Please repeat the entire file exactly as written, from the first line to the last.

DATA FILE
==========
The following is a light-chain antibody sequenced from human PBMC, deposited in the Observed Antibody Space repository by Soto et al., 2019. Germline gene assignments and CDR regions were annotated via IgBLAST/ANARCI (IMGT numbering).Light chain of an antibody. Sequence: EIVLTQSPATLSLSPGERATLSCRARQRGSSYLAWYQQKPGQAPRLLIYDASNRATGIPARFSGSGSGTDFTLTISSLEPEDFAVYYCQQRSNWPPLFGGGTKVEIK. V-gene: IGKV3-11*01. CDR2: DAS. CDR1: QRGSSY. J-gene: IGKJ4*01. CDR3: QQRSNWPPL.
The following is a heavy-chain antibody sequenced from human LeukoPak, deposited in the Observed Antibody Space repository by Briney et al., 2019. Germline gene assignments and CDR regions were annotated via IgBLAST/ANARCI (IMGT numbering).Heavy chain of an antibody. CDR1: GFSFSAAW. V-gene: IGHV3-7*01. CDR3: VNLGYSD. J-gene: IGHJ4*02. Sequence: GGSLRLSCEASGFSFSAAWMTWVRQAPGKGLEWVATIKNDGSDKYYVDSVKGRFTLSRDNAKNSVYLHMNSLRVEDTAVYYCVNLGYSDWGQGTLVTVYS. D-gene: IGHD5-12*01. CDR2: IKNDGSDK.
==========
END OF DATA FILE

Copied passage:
The following is a light-chain antibody sequenced from human PBMC, deposited in the Observed Antibody Space repository by Soto et al., 2019. Germline gene assignments and CDR regions were annotated via IgBLAST/ANARCI (IMGT numbering).Light chain of an antibody. Sequence: EIVLTQSPATLSLSPGERATLSCRARQRGSSYLAWYQQKPGQAPRLLIYDASNRATGIPARFSGSGSGTDFTLTISSLEPEDFAVYYCQQRSNWPPLFGGGTKVEIK. V-gene: IGKV3-11*01. CDR2: DAS. CDR1: QRGSSY. J-gene: IGKJ4*01. CDR3: QQRSNWPPL.
The following is a heavy-chain antibody sequenced from human LeukoPak, deposited in the Observed Antibody Space repository by Briney et al., 2019. Germline gene assignments and CDR regions were annotated via IgBLAST/ANARCI (IMGT numbering).Heavy chain of an antibody. CDR1: GFSFSAAW. V-gene: IGHV3-7*01. CDR3: VNLGYSD. J-gene: IGHJ4*02. Sequence: GGSLRLSCEASGFSFSAAWMTWVRQAPGKGLEWVATIKNDGSDKYYVDSVKGRFTLSRDNAKNSVYLHMNSLRVEDTAVYYCVNLGYSDWGQGTLVTVYS. D-gene: IGHD5-12*01. CDR2: IKNDGSDK.